Today there are an estimated 500 Bricklin SV-1 cars on the road of the under 2900 that were manufactured. Still, with the problems and short life, Bricklin managed to make a very safe car.
          "If you see one on the road, it's not the car you want to run into," said James. "It's the car you want to be in."


Wednesday, August 29, 2012

Variety at the Village of Moscow

          If you haven't noticed from the pictures I've posted the past two blogs, there was a pretty good variety of cars and trucks at the recent Village of Moscow Car Show. I always like these small shows in somewhat out of the way places because not only does it seem as thought everyone know each other, but there are some interesting and fun cars to enjoy. And if you need any more proof, look at these pictures, including that nasty rat rod at the top and the beautiful chopped hot rod that's the last entry. I hope you've been enjoying these entries so far and like this one as well.

Tuesday, August 28, 2012

Bringing Horse Power to the Village of Moscow

          The Zimmer Power Station is the largest single unit power facility in the United States. While it was originally designed to be a boiling water reactor type nuclear power plant, cost overruns and questionable quality meant that it never fired up the nuclear boiler. After various fines and citations, the Nuclear Regulatory Commission ordered work to cease on the nuclear plant in 1982, causing the owners to convert to coal.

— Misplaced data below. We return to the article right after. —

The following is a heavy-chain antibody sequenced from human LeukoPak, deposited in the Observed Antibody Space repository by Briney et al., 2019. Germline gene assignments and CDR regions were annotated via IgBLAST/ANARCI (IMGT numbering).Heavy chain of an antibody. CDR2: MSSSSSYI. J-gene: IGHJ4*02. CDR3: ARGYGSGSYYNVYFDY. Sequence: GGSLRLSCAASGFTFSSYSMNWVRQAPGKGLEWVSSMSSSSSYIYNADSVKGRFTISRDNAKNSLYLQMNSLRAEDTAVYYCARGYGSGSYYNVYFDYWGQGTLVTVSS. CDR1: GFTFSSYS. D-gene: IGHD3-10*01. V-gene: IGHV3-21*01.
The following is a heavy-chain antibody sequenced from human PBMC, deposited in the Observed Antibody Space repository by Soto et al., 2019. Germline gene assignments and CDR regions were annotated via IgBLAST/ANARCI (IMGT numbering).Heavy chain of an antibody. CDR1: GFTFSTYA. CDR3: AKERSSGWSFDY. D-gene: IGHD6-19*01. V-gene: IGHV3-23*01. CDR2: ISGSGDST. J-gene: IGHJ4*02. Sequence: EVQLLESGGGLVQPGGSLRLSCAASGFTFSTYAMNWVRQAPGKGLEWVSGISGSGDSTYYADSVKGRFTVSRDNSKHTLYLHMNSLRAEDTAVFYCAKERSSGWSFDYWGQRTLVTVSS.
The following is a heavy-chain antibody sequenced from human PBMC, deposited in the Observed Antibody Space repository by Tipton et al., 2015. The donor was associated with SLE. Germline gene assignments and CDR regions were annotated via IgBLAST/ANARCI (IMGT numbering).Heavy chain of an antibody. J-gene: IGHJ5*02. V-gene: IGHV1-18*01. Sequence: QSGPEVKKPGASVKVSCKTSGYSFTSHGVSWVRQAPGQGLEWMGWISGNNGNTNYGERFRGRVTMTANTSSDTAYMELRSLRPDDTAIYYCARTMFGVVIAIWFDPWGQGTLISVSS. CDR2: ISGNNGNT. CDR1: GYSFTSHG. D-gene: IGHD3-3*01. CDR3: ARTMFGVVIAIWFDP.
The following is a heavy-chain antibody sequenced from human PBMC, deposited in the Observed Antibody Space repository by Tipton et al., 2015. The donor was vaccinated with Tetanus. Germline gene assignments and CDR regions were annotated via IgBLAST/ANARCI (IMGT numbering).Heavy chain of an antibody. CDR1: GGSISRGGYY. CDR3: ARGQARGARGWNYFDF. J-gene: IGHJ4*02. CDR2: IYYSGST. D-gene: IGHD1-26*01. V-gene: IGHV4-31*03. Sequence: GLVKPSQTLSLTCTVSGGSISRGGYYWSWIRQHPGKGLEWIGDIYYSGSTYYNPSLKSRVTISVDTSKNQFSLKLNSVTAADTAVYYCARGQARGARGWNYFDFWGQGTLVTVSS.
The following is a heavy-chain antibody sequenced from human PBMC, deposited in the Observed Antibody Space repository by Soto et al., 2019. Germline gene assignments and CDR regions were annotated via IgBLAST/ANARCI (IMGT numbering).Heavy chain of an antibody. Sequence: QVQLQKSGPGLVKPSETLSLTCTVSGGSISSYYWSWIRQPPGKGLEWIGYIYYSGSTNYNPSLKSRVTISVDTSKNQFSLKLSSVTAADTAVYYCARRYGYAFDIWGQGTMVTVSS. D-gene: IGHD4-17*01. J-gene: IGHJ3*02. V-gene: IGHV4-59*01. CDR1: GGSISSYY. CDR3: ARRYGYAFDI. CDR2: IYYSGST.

Recently, the Village of Moscow, home to the Zimmer Power Station, brought a different kind of power to a riverside park: horse power. Here are some more cars from the 5th Annual Village of Moscow car show.

Monday, August 27, 2012

5th Annual Village of Moscow Car Show

          Sitting quaintly on the banks of the Ohio River, the Village of Moscow rests beneath the towers of an energy facility that once was nuclear but now burns coal. Founded in the early 1800s the Village was a key stop along the Underground Railroad, assisting escaped slaves in their quest to find freedom in the North.
          With the birthplace of former general and president U.S. Grant just a couple miles to the west, Moscow was also the home of noted abolitionists Robert and William Fee. With a population of under 250, this picturesque dot on the map has proven to have more history than many larger places.